Many days, I would sit at my desk wondering if this was all there was? Daily, it was the familiar: the mundane, the answering phones, sending faxes, responding the voicemails, and answering questions. It wasn’t a passion, it didn’t make me feel closer to feeling significant, it just felt empty. Punching a clock on someone else’s time, at their beck and call, no matter how nice my bosses were, didn’t feel like freedom to me. It really felt like a ball and chain, something I had to do. The demands were pulling from all sides day in and day out. It wasn’t that I had poor jobs, poor coworkers or companies. In fact, I think it had the most exceptional in all those categories. But it wasn’t my passion, it didn’t drive me or make me a better more learned person. I learned the skills and I learned the politics of being in an organization but I wanted more.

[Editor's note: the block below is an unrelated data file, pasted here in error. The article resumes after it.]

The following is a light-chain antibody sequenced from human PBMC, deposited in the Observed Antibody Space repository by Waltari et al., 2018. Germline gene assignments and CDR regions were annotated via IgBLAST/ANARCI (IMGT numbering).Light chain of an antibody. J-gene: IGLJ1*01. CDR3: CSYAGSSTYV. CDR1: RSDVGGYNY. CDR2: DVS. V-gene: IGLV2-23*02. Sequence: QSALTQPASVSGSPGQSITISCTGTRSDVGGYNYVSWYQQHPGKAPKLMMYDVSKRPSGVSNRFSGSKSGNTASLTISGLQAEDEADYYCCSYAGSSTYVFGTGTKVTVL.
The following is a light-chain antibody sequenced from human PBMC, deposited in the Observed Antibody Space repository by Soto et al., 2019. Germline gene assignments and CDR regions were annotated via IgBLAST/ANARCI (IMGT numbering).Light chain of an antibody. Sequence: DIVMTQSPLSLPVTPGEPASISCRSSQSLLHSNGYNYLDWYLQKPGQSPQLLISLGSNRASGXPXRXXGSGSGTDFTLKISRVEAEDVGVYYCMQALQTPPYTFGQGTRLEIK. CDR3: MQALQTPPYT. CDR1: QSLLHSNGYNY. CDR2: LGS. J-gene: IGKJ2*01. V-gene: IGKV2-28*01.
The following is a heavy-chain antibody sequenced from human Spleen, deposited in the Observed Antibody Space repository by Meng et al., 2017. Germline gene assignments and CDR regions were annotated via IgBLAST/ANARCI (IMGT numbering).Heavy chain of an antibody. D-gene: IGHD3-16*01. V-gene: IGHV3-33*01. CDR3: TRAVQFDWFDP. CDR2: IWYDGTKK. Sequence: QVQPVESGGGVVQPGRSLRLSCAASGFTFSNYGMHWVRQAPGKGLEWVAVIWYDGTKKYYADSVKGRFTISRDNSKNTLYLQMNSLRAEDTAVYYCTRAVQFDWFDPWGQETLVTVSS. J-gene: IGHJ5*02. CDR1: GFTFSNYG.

What was probably my biggest fear, is not feeling significant. I think of different jobs I had and I was never power hungry, but I wanted to feel like I was needed, and necessary. I found that my jobs and career didn’t fully do that for me. They did give me this feeling of definition, however. It’s similar to being on a high school varsity team, you get to say you’re a Wildcat on the basketball team or the track team, even if you don’t love it. Identifying with something makes us feel accepted somehow. But yet, I still wrestled with significance.
When I began to think of creating my own business with my colleagues, I was torn. It would make me feel significant but not give me the definition that comes with the old jobs, the comradery, the familiar tasks. I think that this is probably the hardest and deepest struggle we go through when making a big change in our lives for the better, whether it is a gradual change or instantaneous.